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Discussion Starter · #1 ·
Just did my first EV roadtrip. We went from our home on Cape Cod up to Acadia National Park in Maine. 360 miles each way, so it required charging stops. I'm a new EV driver so this is probably old news for most here, but might be useful to others in my shoes.

The good:
  • Overall, I feel like Rivian has delivered on their promise with the R1T. It's a great road tripper and ready for anything. I have about 1500 miles on it and am happy overall, despite some peculiarities (more on than later)
  • I love Driver+ (most of the time). When the road isn't crowsded and its long and straight, it's awesome. The adaptive cruise control is also great on secondary roads, with or without traffic
  • I developed a new appreciation for the "conserve" mode for highway travel. Makes a fairly large difference in overall range and you don't really miss the performance at highway speeds (around town it is terrible)
  • We were stopped by people at least 12 times throughout the weekend. Pretty much any time we got out of or into the car somebody wanted to talk about it.

The bad:
  • The navigation system is awful. Route selection doesn't seem to incorporate real-time traffic. What's worse is that it will literally send you to the wrong place. We routed from Porland to Kittery in search of charging (more on that later) and it literally landed us in the wrong town in the center of some awful tourist traffic. We wasted an hour getting through it to find our desired destination was 11 miles away. Pretty inexcusable given the maturity of other platforms
  • Another head scratcher is how dependent the infotainment system is on cell service. For a vehicle that markets itself as an adventure vehicle meant to be off the beaten path, itis odd that you lose the ability to map new routes and have super spotty performance on Spotify when you are in the wild
  • I really wish you could switch lanes w/ Driver+. This would make a huge difference in usability in most highway situations, especially when the road is crowded and you need to pass, etc. I also wish you could tighten up the distance to the next car, which hinders usability in traffic and stop and go or slow traffic
  • The range estimation seems to be a bit optimistic. When the nav would say I will arrive with 80 miles of range left, it was closer to 60. I'm not sure if this is a factor of the software or the drag from the bike I had over the bed but something

The ugly:
  • Charging infrastructure in that area is awful and the chargers that are there are also awful. I had multiple EVGo stations that appear to be online and available and were either in use or out of commision. Every time stopped to charge I had to make 2-3 attempts to find a working charger which drove some range anxiety for use. EA ended up being the most reliable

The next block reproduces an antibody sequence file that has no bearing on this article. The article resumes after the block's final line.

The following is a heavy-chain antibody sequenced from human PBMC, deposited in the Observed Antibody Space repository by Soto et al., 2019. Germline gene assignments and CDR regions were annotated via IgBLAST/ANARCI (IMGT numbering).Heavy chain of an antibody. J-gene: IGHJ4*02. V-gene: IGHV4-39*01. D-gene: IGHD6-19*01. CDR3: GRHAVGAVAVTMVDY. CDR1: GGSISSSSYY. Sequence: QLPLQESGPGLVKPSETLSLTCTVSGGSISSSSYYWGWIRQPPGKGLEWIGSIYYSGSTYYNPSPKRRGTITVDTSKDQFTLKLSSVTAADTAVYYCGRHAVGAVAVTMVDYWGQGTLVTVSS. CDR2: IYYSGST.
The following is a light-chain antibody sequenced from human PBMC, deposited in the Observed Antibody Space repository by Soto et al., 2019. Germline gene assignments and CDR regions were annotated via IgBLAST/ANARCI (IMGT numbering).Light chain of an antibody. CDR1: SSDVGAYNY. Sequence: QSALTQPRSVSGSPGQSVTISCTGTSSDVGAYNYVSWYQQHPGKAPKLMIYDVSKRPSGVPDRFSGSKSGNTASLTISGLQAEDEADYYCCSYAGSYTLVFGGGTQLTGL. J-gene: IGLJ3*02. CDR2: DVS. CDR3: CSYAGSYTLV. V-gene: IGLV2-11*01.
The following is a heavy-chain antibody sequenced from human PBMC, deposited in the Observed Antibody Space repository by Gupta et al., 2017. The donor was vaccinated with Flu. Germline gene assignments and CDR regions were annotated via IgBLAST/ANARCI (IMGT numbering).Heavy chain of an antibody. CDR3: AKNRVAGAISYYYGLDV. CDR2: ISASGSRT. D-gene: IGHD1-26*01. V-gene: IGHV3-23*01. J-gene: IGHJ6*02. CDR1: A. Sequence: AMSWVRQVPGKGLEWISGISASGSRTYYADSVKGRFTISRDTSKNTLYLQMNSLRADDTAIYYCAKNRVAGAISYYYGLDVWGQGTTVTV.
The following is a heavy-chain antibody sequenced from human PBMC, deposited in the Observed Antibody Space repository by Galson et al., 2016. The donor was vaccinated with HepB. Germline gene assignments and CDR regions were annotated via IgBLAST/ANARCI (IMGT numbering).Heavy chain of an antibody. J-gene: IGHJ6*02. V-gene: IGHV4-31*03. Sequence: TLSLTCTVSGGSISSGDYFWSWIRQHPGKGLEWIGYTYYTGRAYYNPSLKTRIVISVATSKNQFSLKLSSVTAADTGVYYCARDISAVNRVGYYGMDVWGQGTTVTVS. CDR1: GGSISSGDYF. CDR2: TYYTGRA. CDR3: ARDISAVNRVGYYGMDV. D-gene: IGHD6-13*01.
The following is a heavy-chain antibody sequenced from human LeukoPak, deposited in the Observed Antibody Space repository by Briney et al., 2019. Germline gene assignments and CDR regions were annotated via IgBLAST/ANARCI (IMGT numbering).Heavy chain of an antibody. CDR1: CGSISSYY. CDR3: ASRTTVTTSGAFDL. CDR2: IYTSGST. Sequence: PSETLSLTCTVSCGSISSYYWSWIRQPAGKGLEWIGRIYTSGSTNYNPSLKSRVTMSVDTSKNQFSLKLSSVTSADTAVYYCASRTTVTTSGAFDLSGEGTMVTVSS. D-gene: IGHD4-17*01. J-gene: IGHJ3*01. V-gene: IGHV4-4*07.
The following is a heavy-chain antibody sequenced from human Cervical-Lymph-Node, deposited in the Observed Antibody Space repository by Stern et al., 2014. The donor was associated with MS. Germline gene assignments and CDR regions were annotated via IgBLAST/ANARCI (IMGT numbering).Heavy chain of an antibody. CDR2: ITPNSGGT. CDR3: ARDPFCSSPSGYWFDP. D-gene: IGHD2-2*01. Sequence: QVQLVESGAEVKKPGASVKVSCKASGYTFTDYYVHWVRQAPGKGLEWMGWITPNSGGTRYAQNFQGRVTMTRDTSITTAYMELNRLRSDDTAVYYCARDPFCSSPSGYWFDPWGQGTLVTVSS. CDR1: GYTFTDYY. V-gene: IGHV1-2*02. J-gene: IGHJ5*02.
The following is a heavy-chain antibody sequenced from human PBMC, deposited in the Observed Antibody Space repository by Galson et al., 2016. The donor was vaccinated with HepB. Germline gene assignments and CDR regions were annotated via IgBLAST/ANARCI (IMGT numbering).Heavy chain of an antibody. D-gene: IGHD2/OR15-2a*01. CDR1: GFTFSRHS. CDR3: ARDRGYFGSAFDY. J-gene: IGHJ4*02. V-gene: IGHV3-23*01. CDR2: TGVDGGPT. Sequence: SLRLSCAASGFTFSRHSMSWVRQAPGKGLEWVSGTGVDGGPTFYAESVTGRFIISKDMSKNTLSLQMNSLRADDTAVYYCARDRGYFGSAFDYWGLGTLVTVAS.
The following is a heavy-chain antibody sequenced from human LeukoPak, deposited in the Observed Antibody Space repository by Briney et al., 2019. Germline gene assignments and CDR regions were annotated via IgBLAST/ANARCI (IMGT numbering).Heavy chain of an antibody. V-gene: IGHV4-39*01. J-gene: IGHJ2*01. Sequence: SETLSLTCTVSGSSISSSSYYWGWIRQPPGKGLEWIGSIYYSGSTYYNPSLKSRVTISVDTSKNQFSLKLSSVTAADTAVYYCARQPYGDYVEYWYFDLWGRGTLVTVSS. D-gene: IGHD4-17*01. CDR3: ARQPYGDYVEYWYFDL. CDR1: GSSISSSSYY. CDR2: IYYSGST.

• Also related to charging, I couldn't get anyting to connect to the Rivian. At first I thought it was a charger issue but after having the same issue at multiple brands of chargers, I did a hard reset and it connected
  • Again related to charging, I need to get up to speed on charging ettiquette, especially for L2 charging. The one L2 charger in Southwest Harbor is free. I had to plug in and leave overnight both nights to get enough juice for the ride back. I went back up at 8am to get the car and got a talking to from someone who wanted to charge and saw I was fully charged and the car was sitting. Guess I need to be a little more on top of it.

Again, lots of lessons learned from the first big trip, so hopefully this will make the future trips a little smoother.

481 Posts
Sounds like most of the issues were software related which means they can be fixed. Tesla shipped pretty raw in a lot of areas and was doing updates every few weeks and it's cleaned it up a lot.

Charging ettiquette, it is nice to pull out when done. They person who needed it was "you" only to find someone was leaving their EV there all night. Does the Rivian send you a text when it's done charging?

On cell service, the Tesla loses it in the OR coast range and uses ATT. So a "bug" not unique to Rivian. It still keeps mapping using a stored representation vs, the satellite pick with traffic.

On the range prediction, Tesla has a "Trip" graphic view that gives you two graph lines, one what you should get, another what you are getting, so you know if you are using more than expected. Hopefully Rivian will add something like that. Do you have the 21' max range wheels and tires?
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